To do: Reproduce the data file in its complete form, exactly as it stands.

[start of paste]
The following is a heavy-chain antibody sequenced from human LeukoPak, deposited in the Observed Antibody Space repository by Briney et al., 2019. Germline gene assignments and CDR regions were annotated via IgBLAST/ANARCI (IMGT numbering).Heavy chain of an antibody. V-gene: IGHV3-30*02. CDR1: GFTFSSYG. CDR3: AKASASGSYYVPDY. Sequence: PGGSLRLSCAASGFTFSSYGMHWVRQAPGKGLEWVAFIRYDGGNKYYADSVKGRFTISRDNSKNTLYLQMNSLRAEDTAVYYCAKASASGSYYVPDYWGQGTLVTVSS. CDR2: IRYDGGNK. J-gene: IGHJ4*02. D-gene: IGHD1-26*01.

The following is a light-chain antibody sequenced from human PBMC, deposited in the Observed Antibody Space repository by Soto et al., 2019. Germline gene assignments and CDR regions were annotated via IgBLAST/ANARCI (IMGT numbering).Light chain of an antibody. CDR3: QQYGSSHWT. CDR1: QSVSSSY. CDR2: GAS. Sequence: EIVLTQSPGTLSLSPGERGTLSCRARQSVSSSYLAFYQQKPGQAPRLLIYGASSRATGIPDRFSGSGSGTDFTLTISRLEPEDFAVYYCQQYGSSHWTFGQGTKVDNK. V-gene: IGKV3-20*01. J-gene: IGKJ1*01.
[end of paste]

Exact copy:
The following is a heavy-chain antibody sequenced from human LeukoPak, deposited in the Observed Antibody Space repository by Briney et al., 2019. Germline gene assignments and CDR regions were annotated via IgBLAST/ANARCI (IMGT numbering).Heavy chain of an antibody. V-gene: IGHV3-30*02. CDR1: GFTFSSYG. CDR3: AKASASGSYYVPDY. Sequence: PGGSLRLSCAASGFTFSSYGMHWVRQAPGKGLEWVAFIRYDGGNKYYADSVKGRFTISRDNSKNTLYLQMNSLRAEDTAVYYCAKASASGSYYVPDYWGQGTLVTVSS. CDR2: IRYDGGNK. J-gene: IGHJ4*02. D-gene: IGHD1-26*01.

The following is a light-chain antibody sequenced from human PBMC, deposited in the Observed Antibody Space repository by Soto et al., 2019. Germline gene assignments and CDR regions were annotated via IgBLAST/ANARCI (IMGT numbering).Light chain of an antibody. CDR3: QQYGSSHWT. CDR1: QSVSSSY. CDR2: GAS. Sequence: EIVLTQSPGTLSLSPGERGTLSCRARQSVSSSYLAFYQQKPGQAPRLLIYGASSRATGIPDRFSGSGSGTDFTLTISRLEPEDFAVYYCQQYGSSHWTFGQGTKVDNK. V-gene: IGKV3-20*01. J-gene: IGKJ1*01.